The following table is based on this paper and will be in the new edition of State of Working America that will be released on Labor Day. This decomposition is of economy-wide productivity growth, real average hourly compensation growth of all workers (including the self-employed), and the median real hourly compensation of workers age 18-64. See the paper for technical details.
Reconciling growth in median hourly compensation and productivity growth, 1973-2011
|A. Basic trends (annual growth)|
|Median hourly wage||-0.26||-0.15||1.50||0.05||0.10|
|Median hourly compensation||0.56||-0.17||1.13||0.35||0.27|
|Average hourly compensation||0.59||0.55||2.10||0.95||0.87|
|Productivity-median compensation gap||0.52||1.46||1.21||1.53||1.30|
|B. Explanatory factors (percentage point contribution)|
|Inequality of compensation||0.02||0.72||0.97||0.59||0.61|
|Shifts in labor’s share||0.03||0.23||-0.40||0.69||0.25|
|Divergence of consumer and output prices||0.46||0.51||0.64||0.24||0.44|
|C. Relative contribution to gap (percent of gap)|
|Inequality of compensation||4.8%||49.6%||80.0%||38.9%||46.9%|
|Shifts in labor’s share||5.5%||15.4%||-32.5%||45.3%||19.0%|
|Divergence of consumer and output prices||89.7%||35.0%||52.5%||15.8%||34.0%|
Panel A presents the basic trends in wages, compensation (median and average), and productivity, and reveals that the productivity-median compensation gap grew an average of 1.3 percent each year from 1973 to 2011 but grew the fastest since 2000. The most important factor in the 2000-11 era was the decline in labor’s share of income and the corresponding increase in capital’s income share. In contrast, the period of sharply rising productivity and falling unemployment in the late 1990s saw a rise in labor’s share of income. Growing inequality of compensation was very important throughout the 1979 to 2011 period. Growing inequality of compensation and the erosion of labor’s income share are the key overall drivers of the wedge between productivity and median compensation, accounting for two-thirds of the wedge since 1973 and about 85 percent of the wedge since 2000. These factors, in turn, reflect the various ways that the typical worker has lost bargaining power in the economy over the last three decades: excessive unemployment, eroded labor market institutions such as the minimum wage and unions, globalization, deregulation of industries, privatization, and the rising power of finance. The third factor, the fact that output prices (covering investment, exports, imports, government as well as consumption) grew more slowly than the prices of consumer purchases—sometimes labeled a deterioration in “labor’s terms of trade”—was evident throughout most of the last three decades and was most important in the 1970s and least important in the 2000s.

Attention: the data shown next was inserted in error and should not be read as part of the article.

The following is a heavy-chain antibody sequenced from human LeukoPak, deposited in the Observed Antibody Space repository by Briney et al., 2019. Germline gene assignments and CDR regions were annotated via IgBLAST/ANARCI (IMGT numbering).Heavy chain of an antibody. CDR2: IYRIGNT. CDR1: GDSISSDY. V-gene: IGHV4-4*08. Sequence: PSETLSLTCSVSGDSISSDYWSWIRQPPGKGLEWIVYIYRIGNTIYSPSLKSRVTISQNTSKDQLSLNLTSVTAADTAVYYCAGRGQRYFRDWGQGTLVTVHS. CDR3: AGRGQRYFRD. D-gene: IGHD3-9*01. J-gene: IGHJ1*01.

Maintaining rapid overall productivity growth—through innovation, restoring manufacturing, improved education and skills—is obviously an important policy goal. But if we want to improve the living standards of the vast majority—and we definitely can do so given the expected productivity growth—then we must also place the challenge of reconnecting growth in overall productivity and median compensation at the center of economic policy.